February Reading List -or- How I Learned to Stop Watching So Much TV and Read on My Cell Phone Instead

If you missed my January post, I’m trying to read 366 pieces of quality journalism in 366 days in 2020, and because I got a late start, I’m still working to play catch-up. (Ed. I caught up a bit, and am on to March HERE.)

I also went back and added a ⭐ to the stories I thought were genuine standouts, so you don’t have to sift through it all if you want to just find the best of the best.

26.) The Myth of Authenticity Is Killing Tex-Mex by Meghan McCarron in Eater

Man, I enjoyed this story so much. This is such a perfect example of how taking a small idea and really digging into it can open up so many avenues to explore far bigger cultural, social and human issue. Terrific piece.

27.) The Last Time Democracy Almost Died by Jill Lepore in The New Yorker

Every story about how WW2 helped save democracy that ignores the fact that we put Japanese Americans into internment camps and the myriad other problems in 1940s society in the US really frustrate me.

28.) China Sacrifices a Province to Save the World From Coronavirus in Bloomburg

29.) An Unsettling New Theory: There Is No Swing Voter by David Freedlander in Politico

Interesting piece that didn’t address the central question I wanted to know: Why does Rachel Bitecofer curse so damn much?

30.) Stop Blaming History for Your All-White, All-Male Movie by Aisha Harris in The New York Times

I went in to this dubious about the premise. Instead, it was an articulate argument about the need for a better understanding of minorities in history rather than a refutation of the movies that have been made.

31.) The Danger of Befriending Celebrities by Michael Musto in Longreads

32.) Late Bloomers by Malcolm Gladwell in The New Yorker

33.) ‘How do you get over it?’ Football, grief and hope two years after Parkland by Andrea Adelson on ESPN

Andrea is such a great writer, but the reporting on this is what makes it. It’s just spectacular.

34.) Behind the Scenes at Rotten Tomatoes by Simon Van Zuylen-Wood in Wired

This is a great example of a story that, at its heart, is about analytics (though I doubt anyone at Rotten Tomatoes would see it that way) where the analytics still aren’t really explained. Why does Rotten Tomatoes do a bad job of comparing the quality of movies? Because that’s not what it measures. It measures the percentage of people who like the movie. It’s still a fine piece of writing, but as someone who deals with stats all the time, I really wish that, rather than lamenting the faults of a place like Rotten Tomatoes, we did a better job of explaining exactly what it is Rotten Tomatoes is trying to measure.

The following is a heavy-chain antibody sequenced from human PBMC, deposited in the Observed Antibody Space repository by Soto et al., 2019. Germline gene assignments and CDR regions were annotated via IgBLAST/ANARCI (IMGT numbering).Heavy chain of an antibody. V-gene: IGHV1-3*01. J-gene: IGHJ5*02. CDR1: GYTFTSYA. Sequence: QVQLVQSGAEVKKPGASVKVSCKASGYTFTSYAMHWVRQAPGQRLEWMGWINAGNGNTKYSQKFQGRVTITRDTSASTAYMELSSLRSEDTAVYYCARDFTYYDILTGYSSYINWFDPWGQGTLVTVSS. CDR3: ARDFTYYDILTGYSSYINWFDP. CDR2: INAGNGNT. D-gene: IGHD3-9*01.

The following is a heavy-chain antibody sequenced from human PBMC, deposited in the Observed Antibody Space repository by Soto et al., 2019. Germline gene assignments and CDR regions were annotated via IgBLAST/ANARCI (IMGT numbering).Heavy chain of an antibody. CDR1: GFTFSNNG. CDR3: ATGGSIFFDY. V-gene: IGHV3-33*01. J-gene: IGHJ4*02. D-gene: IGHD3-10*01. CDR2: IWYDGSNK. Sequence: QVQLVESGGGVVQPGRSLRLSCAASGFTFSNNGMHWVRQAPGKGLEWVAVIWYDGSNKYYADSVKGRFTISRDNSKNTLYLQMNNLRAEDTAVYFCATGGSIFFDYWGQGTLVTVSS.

35.) The Insane Story of the Guy Who Killed the Guy Who Killed Lincoln by Bill Jensen in The Washingtonian

This is from 2015, but it’s an excellent Presidents’ Day read. (Or is it President’s Day?)

36.) How Elon Musk went from sleeping in the factory to being on the cusp of launching a crew into space by Christian Davenport and Faiz Siddiqui in The Washington Post

37.) Why the NBA isn’t as offensive as you think by Dave Barry in the Miami Herald

I had lunch recently with a couple of friends who are longtime brilliant writers, and the topic of athletic greatness came up. More to the point, the topic of how even the worst pros are massively better than most of the best amateurs. They both recalled this wonderful feature from the always delightful Dave Barry from 30 years ago about former Miami Heat center Grant Long, and it’s just a great read all the way through. I always say I want to make lighter stories more colorful, and too often I fall back into a more formal style. This is a great example of making a fun story more fun by writing it with the type of humor it warrants.

38.) The Weirdest Subway Restaurant in America by Byron Tau in The Wall Street Journal

This was disappointingly light on details, which I suppose may have been a matter of restrictions from the CIA. Nevertheless, it reminded me of this piece I’d read way back in 2014 about the FBI’s Starbucks, which I genuinely enjoyed.

39.) How Science Fiction Imagined the 2020s by Tim Maughan in Medium

40.) Black Families Came to Chicago by the Thousands. Why Are They Leaving? by Julie Bosman in The New York Times

Last summer, I read “The Warmth of Other Suns,” which should be require for every high school student in America. This piece was a sad coda to the story of the Great Migration.

41.) Rob McElhenney Is Ready for His Next Quest by Emma Dibdin in Esquire

42.) You’re Likely to Get the Coronavirus by James Hamblin in The Atlantic

43.) M.I.A. by Matthew Shaer in The Atavist

Man, talk about thoroughly researched! The author goes on numerous out-of-the-way journeys to Laos, Cambodia and Vietnam just trying to prove something that seems quite obvious. But more than that, this story goes to show how easy it is to convince people of a thing they really WANT to believe.

And since the title does little to explain the story, here’s the subhed with the premise: Half a century ago, an American commando vanished in the jungles of Laos. In 2008, he reappeared in Vietnam, reportedly alive and well. But nothing was what it seemed.

44.) Sturgill Simpson Has A Lot To Get Off His Chest by Steven Hyden at Uproxx

So, is Sturgill our most Dylan-eque current musician or just an asshole? I’m not sure.

45.) An SEC football coach became a Trump-loving Senate hopeful. His players no longer recognize him. by Kent Babb in The Washington Post

Just a terrific profile of candidate Tommy Tuberville here. For Trump supporters, I’m sure there’ll be something to nitpick — for example, just three former players speak in the piece, which may not be at all representative — but I think the story does a nice job of laying out the color and the quotes and letting you decide for yourself.

46.) My Ex-Boyfriend’s New Girlfriend Is Lady Gaga by Lindsay Crouse in The New York Times

47.) Why Meeting Another’s Gaze Is so Powerfulby Christian Jarrett in BBC Future

48.) The Who By Fire by Stephen Rodrick in Rolling Stone

49.) The Enemies of Writing by George Packer in The Atlantic